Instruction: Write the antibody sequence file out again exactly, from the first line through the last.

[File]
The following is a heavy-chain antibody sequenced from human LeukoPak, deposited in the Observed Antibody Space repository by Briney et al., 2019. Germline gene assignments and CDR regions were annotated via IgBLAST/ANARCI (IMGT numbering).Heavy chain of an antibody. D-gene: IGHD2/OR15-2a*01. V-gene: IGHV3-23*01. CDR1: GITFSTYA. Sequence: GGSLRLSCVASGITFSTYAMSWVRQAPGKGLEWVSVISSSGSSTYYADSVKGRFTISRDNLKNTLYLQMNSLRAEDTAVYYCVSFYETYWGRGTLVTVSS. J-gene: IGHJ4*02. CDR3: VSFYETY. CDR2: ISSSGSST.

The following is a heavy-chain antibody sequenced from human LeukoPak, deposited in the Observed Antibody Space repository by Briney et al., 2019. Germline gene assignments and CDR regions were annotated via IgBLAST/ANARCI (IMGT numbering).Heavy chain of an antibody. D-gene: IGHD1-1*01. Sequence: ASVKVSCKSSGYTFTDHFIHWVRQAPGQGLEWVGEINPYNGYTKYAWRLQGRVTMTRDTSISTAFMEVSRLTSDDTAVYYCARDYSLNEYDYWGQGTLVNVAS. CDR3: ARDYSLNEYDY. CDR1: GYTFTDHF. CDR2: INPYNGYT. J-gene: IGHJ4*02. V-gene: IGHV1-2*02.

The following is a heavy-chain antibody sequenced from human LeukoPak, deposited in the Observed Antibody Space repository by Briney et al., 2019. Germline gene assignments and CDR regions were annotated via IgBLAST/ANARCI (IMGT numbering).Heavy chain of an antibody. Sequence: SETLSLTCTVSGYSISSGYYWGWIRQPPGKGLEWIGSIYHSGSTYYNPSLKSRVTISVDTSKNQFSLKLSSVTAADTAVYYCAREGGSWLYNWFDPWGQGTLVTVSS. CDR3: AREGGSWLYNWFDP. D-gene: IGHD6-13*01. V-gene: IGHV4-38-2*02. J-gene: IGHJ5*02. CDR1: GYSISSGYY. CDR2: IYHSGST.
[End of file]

The following is a heavy-chain antibody sequenced from human LeukoPak, deposited in the Observed Antibody Space repository by Briney et al., 2019. Germline gene assignments and CDR regions were annotated via IgBLAST/ANARCI (IMGT numbering).Heavy chain of an antibody. D-gene: IGHD2/OR15-2a*01. V-gene: IGHV3-23*01. CDR1: GITFSTYA. Sequence: GGSLRLSCVASGITFSTYAMSWVRQAPGKGLEWVSVISSSGSSTYYADSVKGRFTISRDNLKNTLYLQMNSLRAEDTAVYYCVSFYETYWGRGTLVTVSS. J-gene: IGHJ4*02. CDR3: VSFYETY. CDR2: ISSSGSST.

The following is a heavy-chain antibody sequenced from human LeukoPak, deposited in the Observed Antibody Space repository by Briney et al., 2019. Germline gene assignments and CDR regions were annotated via IgBLAST/ANARCI (IMGT numbering).Heavy chain of an antibody. D-gene: IGHD1-1*01. Sequence: ASVKVSCKSSGYTFTDHFIHWVRQAPGQGLEWVGEINPYNGYTKYAWRLQGRVTMTRDTSISTAFMEVSRLTSDDTAVYYCARDYSLNEYDYWGQGTLVNVAS. CDR3: ARDYSLNEYDY. CDR1: GYTFTDHF. CDR2: INPYNGYT. J-gene: IGHJ4*02. V-gene: IGHV1-2*02.

The following is a heavy-chain antibody sequenced from human LeukoPak, deposited in the Observed Antibody Space repository by Briney et al., 2019. Germline gene assignments and CDR regions were annotated via IgBLAST/ANARCI (IMGT numbering).Heavy chain of an antibody. Sequence: SETLSLTCTVSGYSISSGYYWGWIRQPPGKGLEWIGSIYHSGSTYYNPSLKSRVTISVDTSKNQFSLKLSSVTAADTAVYYCAREGGSWLYNWFDPWGQGTLVTVSS. CDR3: AREGGSWLYNWFDP. D-gene: IGHD6-13*01. V-gene: IGHV4-38-2*02. J-gene: IGHJ5*02. CDR1: GYSISSGYY. CDR2: IYHSGST.